By Erica Jackson Curran
Photo by Andrea Hubbel
Back when they were brewing beer in their Princeton dorm kitchen, Tim Edmond and Dan Potter couldn’t imagine transitioning into the world of cider. “I had never tried craft cider before, and I wasn’t interested in the category,” Edmond says.
After graduating and landing jobs in the real world (Edmond in finance, Potter in environmental engineering), the friends continued to experiment with homebrewing on the weekends, and eventually stumbled on the opportunity to plant a small hop yard at the Virginia plantation where Potter worked. They dreamed of creating a farmhouse brewery until the crop was flooded out—and that’s when they shifted their attention to Virginia’s burgeoning cider scene.
Following a few years of experimentation, Potter and Edmond officially founded Potter’s Craft Cider in 2011 on a small farm outside of Charlottesville. From their effervescent Farmhouse Dry to their fruity Hop Cider, Potter’s creations combine the best of Southern traditions with thoroughly modern sensibilities.
We recently sat down with Tim Edmond to chat about the cidery’s roots and what’s in the works.
Tell us about your setup at Wildair Farm.
It was a horse veterinary clinic that we renovated into a cidery—it’s very picturesque. They still board horses there, and since it’s a working farm, we don’t have our tasting room set up… We’re renovating an Airstream trailer from the 1960s and turning it into a cider tasting room. We’re really excited to get it out on the road.
Where do you source your apples?
The orchard we have at the cidery is still fairly young, at four-years-old, so we get a lot of our fruit from around Charlottesville. All of our fruit comes from local growers. The trees that we have at the cidery will take a couple of years to mature. We’re growing really cool varieties like Hewes Crab. Some of these varieties aren’t possible to find anywhere else.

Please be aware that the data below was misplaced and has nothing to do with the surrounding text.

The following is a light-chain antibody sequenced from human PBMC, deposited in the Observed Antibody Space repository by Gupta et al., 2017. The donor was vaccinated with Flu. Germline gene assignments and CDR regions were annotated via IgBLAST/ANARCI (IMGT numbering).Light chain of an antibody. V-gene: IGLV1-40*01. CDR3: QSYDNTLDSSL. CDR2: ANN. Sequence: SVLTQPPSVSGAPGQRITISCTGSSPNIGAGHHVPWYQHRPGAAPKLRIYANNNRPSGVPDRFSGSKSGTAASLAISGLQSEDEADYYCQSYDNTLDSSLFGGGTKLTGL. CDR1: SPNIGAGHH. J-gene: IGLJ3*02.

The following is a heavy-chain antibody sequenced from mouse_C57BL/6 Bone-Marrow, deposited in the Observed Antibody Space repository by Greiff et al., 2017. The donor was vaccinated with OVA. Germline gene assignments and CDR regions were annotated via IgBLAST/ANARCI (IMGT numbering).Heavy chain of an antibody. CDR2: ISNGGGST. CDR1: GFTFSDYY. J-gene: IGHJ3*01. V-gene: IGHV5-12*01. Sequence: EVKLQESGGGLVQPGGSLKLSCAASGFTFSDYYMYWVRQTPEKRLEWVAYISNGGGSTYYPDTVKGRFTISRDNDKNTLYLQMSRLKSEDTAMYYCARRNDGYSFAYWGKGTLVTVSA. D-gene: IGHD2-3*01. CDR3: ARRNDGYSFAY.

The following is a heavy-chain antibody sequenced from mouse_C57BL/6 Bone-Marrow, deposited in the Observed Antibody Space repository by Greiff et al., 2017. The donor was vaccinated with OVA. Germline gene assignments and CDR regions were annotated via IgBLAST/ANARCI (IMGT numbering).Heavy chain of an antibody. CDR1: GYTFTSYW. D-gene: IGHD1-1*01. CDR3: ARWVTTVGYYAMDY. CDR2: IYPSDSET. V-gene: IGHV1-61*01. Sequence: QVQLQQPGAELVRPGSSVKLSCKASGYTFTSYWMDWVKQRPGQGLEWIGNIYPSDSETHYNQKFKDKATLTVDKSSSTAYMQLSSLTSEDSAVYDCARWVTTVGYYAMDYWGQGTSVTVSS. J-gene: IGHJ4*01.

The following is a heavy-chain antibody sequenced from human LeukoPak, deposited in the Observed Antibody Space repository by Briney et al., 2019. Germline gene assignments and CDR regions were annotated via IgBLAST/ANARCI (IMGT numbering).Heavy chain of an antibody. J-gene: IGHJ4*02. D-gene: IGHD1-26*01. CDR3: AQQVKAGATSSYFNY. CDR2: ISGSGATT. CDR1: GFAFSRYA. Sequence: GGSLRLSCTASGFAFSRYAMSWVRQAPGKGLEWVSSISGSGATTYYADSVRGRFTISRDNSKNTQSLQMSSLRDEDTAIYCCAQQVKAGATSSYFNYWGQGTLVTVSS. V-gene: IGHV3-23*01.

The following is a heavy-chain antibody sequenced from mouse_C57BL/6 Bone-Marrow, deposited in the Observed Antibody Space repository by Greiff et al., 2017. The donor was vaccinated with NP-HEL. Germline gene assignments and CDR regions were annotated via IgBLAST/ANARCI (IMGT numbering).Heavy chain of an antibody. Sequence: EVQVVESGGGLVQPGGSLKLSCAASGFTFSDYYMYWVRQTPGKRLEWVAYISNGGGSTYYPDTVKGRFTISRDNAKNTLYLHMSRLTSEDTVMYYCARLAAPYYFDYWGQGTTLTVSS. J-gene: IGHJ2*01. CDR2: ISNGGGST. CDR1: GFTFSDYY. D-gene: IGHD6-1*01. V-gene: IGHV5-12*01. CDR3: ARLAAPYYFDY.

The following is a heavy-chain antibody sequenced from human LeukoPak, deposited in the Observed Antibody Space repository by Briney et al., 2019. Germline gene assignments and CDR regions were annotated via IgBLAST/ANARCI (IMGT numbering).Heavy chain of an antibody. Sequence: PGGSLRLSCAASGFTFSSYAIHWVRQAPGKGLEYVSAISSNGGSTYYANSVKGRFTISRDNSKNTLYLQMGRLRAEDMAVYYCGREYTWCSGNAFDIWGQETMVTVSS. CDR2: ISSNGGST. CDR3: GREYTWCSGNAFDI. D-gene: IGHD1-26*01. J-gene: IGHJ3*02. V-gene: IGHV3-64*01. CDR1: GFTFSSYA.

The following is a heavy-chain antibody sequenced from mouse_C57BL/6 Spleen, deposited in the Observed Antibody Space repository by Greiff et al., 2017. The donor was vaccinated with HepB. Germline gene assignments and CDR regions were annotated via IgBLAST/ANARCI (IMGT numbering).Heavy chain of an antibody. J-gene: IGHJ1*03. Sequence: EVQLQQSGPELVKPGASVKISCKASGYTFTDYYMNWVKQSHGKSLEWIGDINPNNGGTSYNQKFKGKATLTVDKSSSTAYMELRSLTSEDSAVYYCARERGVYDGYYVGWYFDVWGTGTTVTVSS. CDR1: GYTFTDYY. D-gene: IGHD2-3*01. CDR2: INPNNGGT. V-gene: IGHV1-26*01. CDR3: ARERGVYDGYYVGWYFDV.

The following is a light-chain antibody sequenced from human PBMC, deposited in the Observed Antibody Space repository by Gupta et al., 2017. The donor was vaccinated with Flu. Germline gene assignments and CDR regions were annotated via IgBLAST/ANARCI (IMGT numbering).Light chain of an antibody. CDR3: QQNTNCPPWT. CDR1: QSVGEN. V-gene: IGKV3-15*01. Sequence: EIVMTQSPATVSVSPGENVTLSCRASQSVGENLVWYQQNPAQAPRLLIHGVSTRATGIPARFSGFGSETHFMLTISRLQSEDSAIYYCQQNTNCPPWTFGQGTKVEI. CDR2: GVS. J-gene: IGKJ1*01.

What kind of apples do you use in your cider?
We basically balance acid, tannin, aromatic qualities and sugar content. With an eye on those four qualities, we’ll pick our apples, and there are a handful of varieties that are native to our area, like Albemarle Pippin, Gold Rush, Winesap, Arkansas Black. And others like Hewes Crab and Harrison, we’re growing and actively seeking out because they’re a little less available.
You do a lot of small-batch ciders. What do you like best about the process?
I feel like this is why we got into this business, going back to our homebrewing days. To explore and experiment with different techniques has yielded some awesome results. That’s what continues to propel us, finding new flavors and methods, and doing it in an authentic way. We’re working with real fruit and real production methods to make a cider with integrity that we can feel good about.
You often do collaborations with local companies. What are you working on now?
We got some rye whiskey barrels from Copper Fox Distillery, and we’re doing a barrel exchange program with them, where they’ll give us a barrel and we’ll put cider in it. They’re looking for apple qualities in their whiskey, so when they refill it with whiskey they get some of that apple character, and we can get that barrel back from them again. Theoretically we could keep that going on indefinitely. The barrels could outlive the project. They get neutralized if you’re looking specifically for oak or something like that, but we’re looking for other qualities found in what was aged inside of them. We get a lot more life out of the barrels, and it’s kind of a cool symbiotic type of thing.
What are your thoughts on Virginia’s cider scene?
Without exaggerating, I think Virginia is making the best cider in the country. It’s developed a really unique identity for itself in terms of the number of producers going in the craft direction. There are a lot of interesting things in the diversity of production methods, and there’s an identity and a regionalism developing in terms of Virginia cider. We started in 2011, and since then there’s been I think 13 or 14 new producers that have popped up.
What sets Potter’s apart from others in the industry?
We’ve gotten such a feel for the expression of the fruit. We have really awesome cider apples and hybrid apples in Virginia to use to make cider, and I feel like we’ve learned to let the apple do the talking and do the work. Every year we get better at expressing the real character of the specific apples we use.
My business partner Dan has done a great job of scouring the literature, especially on the wine side, pushing the envelope in terms of our technical abilities, and I think the ciders are really showing how much we’ve learned.
Potter’s Craft Cider is available in bars, restaurants, and retail stores throughout Virginia and Washington, D.C. The company has plans to expand to other states in the near future.